Not what you're
looking for? Try an advanced search.
Buy This Entire Record For
BYNUM v. UNITED STATES CAPITOL POLICE BOARD
March 31, 2000
REVEREND PIERRE BYNUM, PLAINTIFF,
UNITED STATES CAPITOL POLICE BOARD AND UNITED STATES CAPITOL POLICE, DEFENDANTS.
The opinion of the court was delivered by: Paul L. Friedman, District Judge.
This matter is before the Court on defendant's motion to
dismiss or, in the alternative, for summary judgment, and
plaintiff's motion for summary judgment. Plaintiff, Reverend
Pierre Bynum, alleges
that the United States Capitol Police prohibited him from praying
in the United States Capitol in violation of the Free Speech and
Free Exercise Clauses of the First Amendment, the Due Process
Clause of the Fifth Amendment, and the Religious Freedom Restoration
Act, 42 U.S.C. § 2000bb. Reverend Bynum seeks an injunction
against further enforcement of the policy and practice of treating
prayer as a form of prohibited demonstration in the Capitol.
Upon consideration of the parties' cross motions for summary
judgment, their supplemental memoranda, and the oral argument
presented by counsel, the Court concludes that plaintiff's motion
for summary judgment should be granted and defendants' motion to
dismiss or for summary judgment should be denied.
Each week, an estimated 500 private and guided group tours
traverse the United States Capitol, reflecting on the historic
significance of such areas as the Rotunda, the Washington
cornerstone, Statuary Hall and the old Supreme Court chambers.
Defendants' Statement of Material Facts About Which There is No
Genuine Issue ("Defs.' Statement of Undisputed Facts") ¶ 2. In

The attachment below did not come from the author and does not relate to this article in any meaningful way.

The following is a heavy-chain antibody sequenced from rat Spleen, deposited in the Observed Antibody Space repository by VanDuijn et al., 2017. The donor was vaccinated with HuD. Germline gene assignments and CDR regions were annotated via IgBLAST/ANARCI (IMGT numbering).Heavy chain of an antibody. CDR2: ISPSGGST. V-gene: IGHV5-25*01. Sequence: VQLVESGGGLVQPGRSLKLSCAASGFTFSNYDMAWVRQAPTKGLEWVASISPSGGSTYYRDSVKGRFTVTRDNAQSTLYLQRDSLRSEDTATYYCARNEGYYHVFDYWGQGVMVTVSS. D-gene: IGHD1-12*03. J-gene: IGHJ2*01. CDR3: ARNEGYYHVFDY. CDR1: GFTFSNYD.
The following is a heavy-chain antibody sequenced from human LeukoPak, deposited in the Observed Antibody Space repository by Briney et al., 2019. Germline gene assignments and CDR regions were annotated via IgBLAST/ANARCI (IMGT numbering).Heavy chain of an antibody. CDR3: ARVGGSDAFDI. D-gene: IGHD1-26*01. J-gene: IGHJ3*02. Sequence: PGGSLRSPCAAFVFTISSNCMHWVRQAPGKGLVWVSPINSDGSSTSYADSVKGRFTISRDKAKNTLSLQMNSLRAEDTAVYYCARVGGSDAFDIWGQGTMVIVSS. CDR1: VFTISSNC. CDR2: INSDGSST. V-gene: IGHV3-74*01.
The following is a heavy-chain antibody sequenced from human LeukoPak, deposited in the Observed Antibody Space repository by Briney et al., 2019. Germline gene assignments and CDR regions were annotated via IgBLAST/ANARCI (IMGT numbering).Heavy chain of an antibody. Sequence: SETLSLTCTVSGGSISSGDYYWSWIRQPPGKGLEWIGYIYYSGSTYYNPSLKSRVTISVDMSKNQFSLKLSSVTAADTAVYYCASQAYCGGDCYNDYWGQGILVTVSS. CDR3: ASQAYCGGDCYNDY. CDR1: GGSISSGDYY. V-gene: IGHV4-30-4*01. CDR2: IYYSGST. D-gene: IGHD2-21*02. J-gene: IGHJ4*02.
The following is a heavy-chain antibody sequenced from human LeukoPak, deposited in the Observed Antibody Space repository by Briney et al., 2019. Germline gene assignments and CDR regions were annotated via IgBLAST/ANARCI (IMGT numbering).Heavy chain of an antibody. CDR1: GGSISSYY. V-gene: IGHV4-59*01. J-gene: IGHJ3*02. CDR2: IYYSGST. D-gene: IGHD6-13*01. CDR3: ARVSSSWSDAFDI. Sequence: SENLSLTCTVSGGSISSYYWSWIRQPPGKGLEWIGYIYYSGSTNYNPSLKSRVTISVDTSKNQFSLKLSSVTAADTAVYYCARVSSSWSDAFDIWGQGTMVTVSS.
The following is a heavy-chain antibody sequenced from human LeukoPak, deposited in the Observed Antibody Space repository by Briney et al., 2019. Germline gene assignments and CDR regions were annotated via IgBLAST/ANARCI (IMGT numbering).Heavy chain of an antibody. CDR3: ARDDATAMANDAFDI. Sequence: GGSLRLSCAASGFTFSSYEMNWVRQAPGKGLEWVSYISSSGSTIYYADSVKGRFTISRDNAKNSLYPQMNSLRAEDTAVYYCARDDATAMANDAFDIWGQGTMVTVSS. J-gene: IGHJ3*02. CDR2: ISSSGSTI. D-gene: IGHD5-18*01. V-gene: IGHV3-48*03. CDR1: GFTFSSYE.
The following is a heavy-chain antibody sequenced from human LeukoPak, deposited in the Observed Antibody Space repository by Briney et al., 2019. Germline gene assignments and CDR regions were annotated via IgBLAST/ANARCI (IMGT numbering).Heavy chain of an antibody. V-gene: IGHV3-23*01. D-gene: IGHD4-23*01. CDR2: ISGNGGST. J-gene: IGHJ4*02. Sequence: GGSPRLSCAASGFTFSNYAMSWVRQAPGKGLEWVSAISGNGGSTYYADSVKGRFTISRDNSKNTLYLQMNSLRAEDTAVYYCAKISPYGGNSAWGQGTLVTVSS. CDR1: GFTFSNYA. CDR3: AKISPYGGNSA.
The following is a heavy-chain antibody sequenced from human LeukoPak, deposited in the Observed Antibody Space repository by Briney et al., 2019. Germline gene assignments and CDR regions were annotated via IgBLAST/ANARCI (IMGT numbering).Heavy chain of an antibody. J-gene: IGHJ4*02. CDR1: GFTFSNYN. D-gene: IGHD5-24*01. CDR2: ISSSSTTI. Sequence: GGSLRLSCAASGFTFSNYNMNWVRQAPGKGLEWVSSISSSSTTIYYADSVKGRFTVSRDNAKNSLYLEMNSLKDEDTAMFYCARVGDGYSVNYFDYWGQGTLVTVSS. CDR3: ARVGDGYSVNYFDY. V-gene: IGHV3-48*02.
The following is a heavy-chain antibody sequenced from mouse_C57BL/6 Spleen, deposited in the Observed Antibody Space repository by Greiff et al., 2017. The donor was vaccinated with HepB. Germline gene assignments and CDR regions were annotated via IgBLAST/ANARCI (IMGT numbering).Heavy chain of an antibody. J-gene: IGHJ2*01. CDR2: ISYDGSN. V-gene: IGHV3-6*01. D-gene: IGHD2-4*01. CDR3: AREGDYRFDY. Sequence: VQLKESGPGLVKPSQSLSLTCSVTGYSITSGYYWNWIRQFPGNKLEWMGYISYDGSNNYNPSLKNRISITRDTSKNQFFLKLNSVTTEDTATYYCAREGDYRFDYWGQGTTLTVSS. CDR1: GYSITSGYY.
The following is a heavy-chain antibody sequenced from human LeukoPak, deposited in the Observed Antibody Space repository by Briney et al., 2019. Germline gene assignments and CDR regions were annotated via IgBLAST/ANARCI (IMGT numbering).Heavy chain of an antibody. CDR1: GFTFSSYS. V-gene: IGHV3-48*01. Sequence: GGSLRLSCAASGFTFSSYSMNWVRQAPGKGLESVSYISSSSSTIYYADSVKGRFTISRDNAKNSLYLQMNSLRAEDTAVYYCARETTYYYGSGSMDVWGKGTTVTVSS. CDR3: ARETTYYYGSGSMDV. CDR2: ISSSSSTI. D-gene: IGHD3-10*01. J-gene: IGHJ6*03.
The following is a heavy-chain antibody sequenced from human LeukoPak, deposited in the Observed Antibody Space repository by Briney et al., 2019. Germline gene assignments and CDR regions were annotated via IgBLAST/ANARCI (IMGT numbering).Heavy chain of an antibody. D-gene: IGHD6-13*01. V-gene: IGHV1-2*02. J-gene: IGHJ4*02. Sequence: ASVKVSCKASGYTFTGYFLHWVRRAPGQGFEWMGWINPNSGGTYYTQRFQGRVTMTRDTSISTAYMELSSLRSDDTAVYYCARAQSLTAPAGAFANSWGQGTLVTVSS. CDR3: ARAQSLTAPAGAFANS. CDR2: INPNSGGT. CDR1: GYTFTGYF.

any given year, the United States Capitol welcomes over 1.5
Unlike the grounds surrounding the Capitol, which historically
have been the site of numerous demonstrations, there has been a
ban on demonstrations inside the Capitol since 1946 when Congress
decreed: "It shall be unlawful for any person or group of
persons willfully and knowingly — . . . to parade,
demonstrate, or picket within any of the Capitol Buildings."
40 U.S.C. § 193f(b)(7). The United States Capitol Police are
responsible for enforcing this ban. 40 U.S.C. § 212a. Believing
that the Capitol Police needed guidance in determining what
behavior constitutes a "demonstration," the United States Capitol
Police Board issued a regulation that interprets "demonstration
activity" to include:
parading, picketing, speechmaking, holding vigils,
sit-ins, or other expressive conduct that convey[s] a
message supporting or opposing a point of view or has
the intent, effect or propensity to attract a crowd of
onlookers, but does not include merely wearing Tee
shirts, buttons or other similar articles of apparel
that convey a message.
Traffic Regulations for the Capitol Grounds § 158; see Declaration
of Inspector Christopher M. McGaffin ("McGaffin Decl.") ¶
3.*fn1 According to the government, the ban on demonstration
activities includes prayer "unless it is conducted in the
authorized use of the Chapel, or in a designated room upon
invitation of a Member." Defs.' Statement of Undisputed Facts ¶
On Sunday, November 3, 1996, plaintiff Reverend Pierre
Bynum, the Associate Pastor of Waldorf Christian Assembly in
Waldorf, Maryland, led a "prayer tour" of the United States